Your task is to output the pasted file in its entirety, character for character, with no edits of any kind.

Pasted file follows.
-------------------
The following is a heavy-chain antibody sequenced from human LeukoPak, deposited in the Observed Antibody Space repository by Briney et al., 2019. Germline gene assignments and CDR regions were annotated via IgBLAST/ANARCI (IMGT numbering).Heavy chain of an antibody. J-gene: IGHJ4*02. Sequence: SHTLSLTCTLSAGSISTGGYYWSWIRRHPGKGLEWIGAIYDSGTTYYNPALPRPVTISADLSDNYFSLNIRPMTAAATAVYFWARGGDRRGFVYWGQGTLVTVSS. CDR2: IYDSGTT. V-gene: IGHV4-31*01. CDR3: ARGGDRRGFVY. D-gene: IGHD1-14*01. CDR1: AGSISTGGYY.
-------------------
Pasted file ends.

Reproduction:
The following is a heavy-chain antibody sequenced from human LeukoPak, deposited in the Observed Antibody Space repository by Briney et al., 2019. Germline gene assignments and CDR regions were annotated via IgBLAST/ANARCI (IMGT numbering).Heavy chain of an antibody. J-gene: IGHJ4*02. Sequence: SHTLSLTCTLSAGSISTGGYYWSWIRRHPGKGLEWIGAIYDSGTTYYNPALPRPVTISADLSDNYFSLNIRPMTAAATAVYFWARGGDRRGFVYWGQGTLVTVSS. CDR2: IYDSGTT. V-gene: IGHV4-31*01. CDR3: ARGGDRRGFVY. D-gene: IGHD1-14*01. CDR1: AGSISTGGYY.